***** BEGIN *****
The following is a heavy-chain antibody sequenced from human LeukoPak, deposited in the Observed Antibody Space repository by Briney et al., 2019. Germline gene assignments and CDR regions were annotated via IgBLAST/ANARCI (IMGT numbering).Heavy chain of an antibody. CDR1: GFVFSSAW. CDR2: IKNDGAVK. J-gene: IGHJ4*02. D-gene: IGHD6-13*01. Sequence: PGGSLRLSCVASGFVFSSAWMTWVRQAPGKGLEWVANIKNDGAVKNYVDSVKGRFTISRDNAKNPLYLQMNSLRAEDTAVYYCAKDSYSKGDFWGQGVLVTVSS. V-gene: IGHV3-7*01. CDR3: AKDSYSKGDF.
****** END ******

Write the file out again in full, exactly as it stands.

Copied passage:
The following is a heavy-chain antibody sequenced from human LeukoPak, deposited in the Observed Antibody Space repository by Briney et al., 2019. Germline gene assignments and CDR regions were annotated via IgBLAST/ANARCI (IMGT numbering).Heavy chain of an antibody. CDR1: GFVFSSAW. CDR2: IKNDGAVK. J-gene: IGHJ4*02. D-gene: IGHD6-13*01. Sequence: PGGSLRLSCVASGFVFSSAWMTWVRQAPGKGLEWVANIKNDGAVKNYVDSVKGRFTISRDNAKNPLYLQMNSLRAEDTAVYYCAKDSYSKGDFWGQGVLVTVSS. V-gene: IGHV3-7*01. CDR3: AKDSYSKGDF.